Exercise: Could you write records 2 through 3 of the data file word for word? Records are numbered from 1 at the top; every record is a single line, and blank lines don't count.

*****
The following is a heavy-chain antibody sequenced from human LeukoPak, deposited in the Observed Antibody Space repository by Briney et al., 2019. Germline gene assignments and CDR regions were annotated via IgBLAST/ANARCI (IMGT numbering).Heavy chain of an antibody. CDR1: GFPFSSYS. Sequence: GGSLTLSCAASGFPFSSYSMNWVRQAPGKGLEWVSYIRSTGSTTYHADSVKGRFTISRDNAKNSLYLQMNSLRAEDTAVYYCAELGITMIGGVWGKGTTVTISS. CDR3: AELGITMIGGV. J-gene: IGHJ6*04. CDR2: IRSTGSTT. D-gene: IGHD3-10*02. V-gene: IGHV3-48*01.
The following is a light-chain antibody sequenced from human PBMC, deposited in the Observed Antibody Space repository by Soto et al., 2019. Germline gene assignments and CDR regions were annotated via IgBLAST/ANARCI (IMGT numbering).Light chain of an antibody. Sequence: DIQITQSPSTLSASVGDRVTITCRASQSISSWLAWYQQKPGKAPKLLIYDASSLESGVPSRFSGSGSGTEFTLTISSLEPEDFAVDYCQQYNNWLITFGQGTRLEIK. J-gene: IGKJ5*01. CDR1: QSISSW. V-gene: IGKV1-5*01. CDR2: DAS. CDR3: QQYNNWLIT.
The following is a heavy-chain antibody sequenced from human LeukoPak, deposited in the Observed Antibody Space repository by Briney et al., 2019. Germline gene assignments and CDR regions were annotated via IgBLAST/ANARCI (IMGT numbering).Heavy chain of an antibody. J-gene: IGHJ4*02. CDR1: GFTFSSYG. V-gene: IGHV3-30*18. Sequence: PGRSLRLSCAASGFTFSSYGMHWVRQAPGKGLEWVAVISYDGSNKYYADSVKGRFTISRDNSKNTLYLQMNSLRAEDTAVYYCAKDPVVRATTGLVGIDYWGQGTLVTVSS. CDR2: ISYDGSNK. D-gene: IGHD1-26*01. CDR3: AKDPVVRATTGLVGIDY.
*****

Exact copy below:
The following is a light-chain antibody sequenced from human PBMC, deposited in the Observed Antibody Space repository by Soto et al., 2019. Germline gene assignments and CDR regions were annotated via IgBLAST/ANARCI (IMGT numbering).Light chain of an antibody. Sequence: DIQITQSPSTLSASVGDRVTITCRASQSISSWLAWYQQKPGKAPKLLIYDASSLESGVPSRFSGSGSGTEFTLTISSLEPEDFAVDYCQQYNNWLITFGQGTRLEIK. J-gene: IGKJ5*01. CDR1: QSISSW. V-gene: IGKV1-5*01. CDR2: DAS. CDR3: QQYNNWLIT.
The following is a heavy-chain antibody sequenced from human LeukoPak, deposited in the Observed Antibody Space repository by Briney et al., 2019. Germline gene assignments and CDR regions were annotated via IgBLAST/ANARCI (IMGT numbering).Heavy chain of an antibody. J-gene: IGHJ4*02. CDR1: GFTFSSYG. V-gene: IGHV3-30*18. Sequence: PGRSLRLSCAASGFTFSSYGMHWVRQAPGKGLEWVAVISYDGSNKYYADSVKGRFTISRDNSKNTLYLQMNSLRAEDTAVYYCAKDPVVRATTGLVGIDYWGQGTLVTVSS. CDR2: ISYDGSNK. D-gene: IGHD1-26*01. CDR3: AKDPVVRATTGLVGIDY.